Everything You Need to Know About Van Heating & Cooling Systems

Kristen standing in open doorway of Sprinter van looking out onto winter landscape in Salida, Colorado

Adequate van heating and cooling systems can make or break a good night’s sleep. No one likes to wake up all sweaty or spend eight hours shivering under the blankets because it’s too cold. If you’re a full-time van lifer, proper temperature control also allows you to camp during times of year (like winter) that you wouldn’t be able to otherwise.

While your van probably has heat and AC that comes out of the dashboard, how do you make the temperature comfortable when the van isn’t running? In this post, I cover different heating options, ceiling fans to keep the interior cool, and the important role van windows play when it comes to temperature control.

Learn all about van heating and cooling basics and how to regulate the temperature no matter where you are.


Importance of Van Heating & Cooling Systems

Even with proper insulation, controlling the interior temperature of a van is key to maintaining a comfortable living space. It’s one thing to spend a single cold night out under the stars, but it’s another thing to be cold every single night in your van.

The same goes for extreme heat – no one wants to be super sweaty climbing into their bed at night, and on a hot, sunny day, you want to be able to take refuge in your van.

Having proper heating and cooling systems in your van is most likely essential depending on where you plan on traveling.

Kristen in front of sprinter van holding dog in a winter ski destination with snowy mountain in background.
If you plan on camping in cold winter destinations, a heating system is essential

Best Van Heating Options

If you’ll be traveling to places that get pretty cold, you’ll want to consider installing a heater in your van. A heater is also important for ensuring your water pipes don’t freeze when temperatures drop below 32 degrees. No matter what heater you choose, I do suggest getting a carbon monoxide detector with an alarm so you will be alerted of any leaks while you sleep.

If you’re looking to install a heater, there are four main types to consider

  1. Portable propane heaters
  2. Fixed propane heaters
  3. Electric heaters
  4. Diesel/gasoline heaters

Portable Propane Heaters

Portable propane heaters, like Mr. Heater Buddy, are popular with van lifers because they are inexpensive, easy to use, require no installation, and you can connect them to the same propane tank you use to cook with or use small 1lb propane canisters. They heat a small space quickly and can be easily stored when you don’t need them, but there are a few downsides.

Propane heaters tend to result in condensation, so you’ll want good airflow throughout your van. Additionally, many people are uncomfortable having open propane inside their vehicle, particularly while they sleep. A faulty, leaking propane tank releases carbon monoxide into the air, which can be deadly if you don’t catch it right away, yet another reason you’ll want good airflow.

Tips for using a Buddy Heater:

  • Do not use while sleeping. Heat your van, and turn off the heater before you go to sleep.
  • Crack your windows to prevent condensation and carbon monoxide leaks.
Mr. Heater Buddy portable heater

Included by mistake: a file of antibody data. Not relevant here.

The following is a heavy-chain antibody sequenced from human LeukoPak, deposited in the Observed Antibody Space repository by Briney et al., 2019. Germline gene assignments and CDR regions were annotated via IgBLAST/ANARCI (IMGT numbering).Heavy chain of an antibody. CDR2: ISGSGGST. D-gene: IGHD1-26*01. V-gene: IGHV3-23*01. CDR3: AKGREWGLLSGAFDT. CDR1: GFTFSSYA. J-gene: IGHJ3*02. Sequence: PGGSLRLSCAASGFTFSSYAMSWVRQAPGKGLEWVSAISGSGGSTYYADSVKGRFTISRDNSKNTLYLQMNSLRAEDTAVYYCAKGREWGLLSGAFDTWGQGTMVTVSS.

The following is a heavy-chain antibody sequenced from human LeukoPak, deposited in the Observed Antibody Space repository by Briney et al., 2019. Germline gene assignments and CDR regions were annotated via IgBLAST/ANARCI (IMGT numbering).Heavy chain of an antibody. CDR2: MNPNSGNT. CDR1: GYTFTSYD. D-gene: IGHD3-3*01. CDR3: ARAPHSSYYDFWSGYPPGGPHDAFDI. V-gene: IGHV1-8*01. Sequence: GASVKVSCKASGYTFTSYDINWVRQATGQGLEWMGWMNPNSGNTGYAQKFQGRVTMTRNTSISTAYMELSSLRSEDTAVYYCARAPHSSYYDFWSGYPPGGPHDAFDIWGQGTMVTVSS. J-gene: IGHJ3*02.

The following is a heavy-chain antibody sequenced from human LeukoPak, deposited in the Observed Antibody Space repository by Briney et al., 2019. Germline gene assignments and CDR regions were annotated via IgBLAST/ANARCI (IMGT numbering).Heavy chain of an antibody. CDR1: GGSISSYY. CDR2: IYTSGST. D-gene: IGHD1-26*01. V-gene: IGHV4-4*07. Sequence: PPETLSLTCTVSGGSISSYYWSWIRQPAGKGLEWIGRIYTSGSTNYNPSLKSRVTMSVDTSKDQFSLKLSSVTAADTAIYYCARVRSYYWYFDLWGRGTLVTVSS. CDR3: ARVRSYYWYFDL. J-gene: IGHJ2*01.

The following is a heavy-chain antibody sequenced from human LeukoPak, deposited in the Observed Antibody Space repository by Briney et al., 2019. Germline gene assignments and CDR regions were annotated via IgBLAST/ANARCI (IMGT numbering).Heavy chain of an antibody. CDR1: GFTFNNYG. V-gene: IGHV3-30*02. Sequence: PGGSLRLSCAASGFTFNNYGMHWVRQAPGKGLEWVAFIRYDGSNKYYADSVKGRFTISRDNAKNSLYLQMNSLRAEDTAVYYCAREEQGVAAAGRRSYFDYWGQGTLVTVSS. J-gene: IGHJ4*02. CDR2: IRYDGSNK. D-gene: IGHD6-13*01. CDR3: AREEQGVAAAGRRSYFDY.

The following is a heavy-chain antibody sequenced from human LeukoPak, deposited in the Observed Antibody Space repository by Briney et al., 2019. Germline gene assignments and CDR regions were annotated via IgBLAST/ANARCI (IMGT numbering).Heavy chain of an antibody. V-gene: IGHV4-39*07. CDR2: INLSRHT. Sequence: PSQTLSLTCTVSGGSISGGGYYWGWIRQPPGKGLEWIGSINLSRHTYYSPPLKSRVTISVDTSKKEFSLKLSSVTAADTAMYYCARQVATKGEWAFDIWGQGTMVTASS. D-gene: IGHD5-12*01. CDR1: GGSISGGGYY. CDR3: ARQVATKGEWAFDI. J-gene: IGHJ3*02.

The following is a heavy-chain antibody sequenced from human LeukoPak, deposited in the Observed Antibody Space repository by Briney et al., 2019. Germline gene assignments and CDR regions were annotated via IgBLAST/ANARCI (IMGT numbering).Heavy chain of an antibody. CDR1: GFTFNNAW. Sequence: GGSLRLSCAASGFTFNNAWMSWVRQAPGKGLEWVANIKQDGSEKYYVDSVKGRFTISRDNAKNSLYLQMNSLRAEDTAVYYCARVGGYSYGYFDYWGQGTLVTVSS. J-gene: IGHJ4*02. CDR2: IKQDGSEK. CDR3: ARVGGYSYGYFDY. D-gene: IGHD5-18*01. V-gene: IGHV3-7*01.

Fixed Propane Heaters

Another option is to install a fixed propane heater, like a Propex. These produce less condensation and work well in cold temperatures. A fixed propane heater requires a bit more installation work and typically the propane tank is vented to the outside, reducing the carbon monoxide safety concerns.

Propex Propane Heater

Electric Heaters

Electric heaters are only suitable if you’re running on a generator or plugged into shore power. Electric heaters – and this includes electrical blankets – are taxing on a solar-powered power system due to how much power they pull, but otherwise, they’re inexpensive, lightweight, quiet, and will heat a small space well.

My sense is that you’re likely here because you want to get off the grid, and in that case, electric heaters will not be the best option for you.

Lasko Ceramic heater
Lasko Electric Heater

Diesel/Gasoline Heaters

Diesel heaters work by siphoning a small amount of fuel from your vehicle’s fuel tank. They are a heftier investment upfront but are very efficient over time. In fact, some brands are reported to burn only a gallon of fuel for every 20-50 hours of use.

Espar and Webasto make the most popular diesel heater models and they are both quite small and compact. A popular place to install this type of heater is under the passenger seat.

Diesel heaters can get noisy, which is something to be aware of if stealthiness is your top priority. In this case, you should consider installing a muffler to reduce noise.

Some models of diesel heaters will also heat water. I had the Webasto Dual Top Evo 6 in my second van which did this.

If you don’t have a diesel van, Espar and Webasto both make gasoline-powered heaters as well. If you don’t want to tap directly into your vehicle’s fuel tank, another idea is to keep fuel for your heater in a separate, secure tank built into your van and tap from there.

Webasto Dual Top Evo 6

How Windows & Curtains Affect Temperature Control

Van Windows

Vans with a lot of windows look beautiful and it’s easy to be wooed by pretty photos. Who wouldn’t want a 360 view from inside their van? However, windows come with a downside that is important to be aware of when considering your van heating and cooling strategy.

With windows, you lose insulation. For my second van, this is why I opted against installing windows on the rear door. With rear windows, depending on the layout of your bed, heat escapes right where your head is which is kind of a double whammy. Plus, with a raised platform bed, part of the window may dip below the bed frame, rendering the bottom part of the window useless.

Sprinter van parked in dirt circle surrounded by pine trees with Colorado mountain range in distance.
More windows mean less insulation

Van Curtains

Additionally, the more windows you have, the more curtains you’ll need which is something people often overlook. Depending on your window trim, you can use magnets, velcro, or snaps to secure curtains to the wall. If a view is more important, we get it – but keep these other details in mind.

Unless you sew them yourself, curtains – especially those that insulate – can be very expensive. Some even run upwards of $1500 or more for a full set of insulating, blackout curtains that help control temperature and offer maximum privacy.

The curtains in my second van were made by Outside Van. They were made of ripstop nylon with a layer of closed-cell foam on the interior which gave them insulating properties. I noticed that they were very effective at controlling hot and cold air transfer through the windows.